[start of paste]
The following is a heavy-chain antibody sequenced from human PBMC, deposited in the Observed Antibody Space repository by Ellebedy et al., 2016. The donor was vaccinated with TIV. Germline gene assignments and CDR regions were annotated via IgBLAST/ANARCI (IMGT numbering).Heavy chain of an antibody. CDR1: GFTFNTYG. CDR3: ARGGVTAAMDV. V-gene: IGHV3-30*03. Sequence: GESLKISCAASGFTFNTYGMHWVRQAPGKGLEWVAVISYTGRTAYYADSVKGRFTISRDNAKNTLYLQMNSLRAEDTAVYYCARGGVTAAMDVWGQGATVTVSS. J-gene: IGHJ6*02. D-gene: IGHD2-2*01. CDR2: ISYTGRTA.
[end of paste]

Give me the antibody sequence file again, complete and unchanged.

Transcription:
The following is a heavy-chain antibody sequenced from human PBMC, deposited in the Observed Antibody Space repository by Ellebedy et al., 2016. The donor was vaccinated with TIV. Germline gene assignments and CDR regions were annotated via IgBLAST/ANARCI (IMGT numbering).Heavy chain of an antibody. CDR1: GFTFNTYG. CDR3: ARGGVTAAMDV. V-gene: IGHV3-30*03. Sequence: GESLKISCAASGFTFNTYGMHWVRQAPGKGLEWVAVISYTGRTAYYADSVKGRFTISRDNAKNTLYLQMNSLRAEDTAVYYCARGGVTAAMDVWGQGATVTVSS. J-gene: IGHJ6*02. D-gene: IGHD2-2*01. CDR2: ISYTGRTA.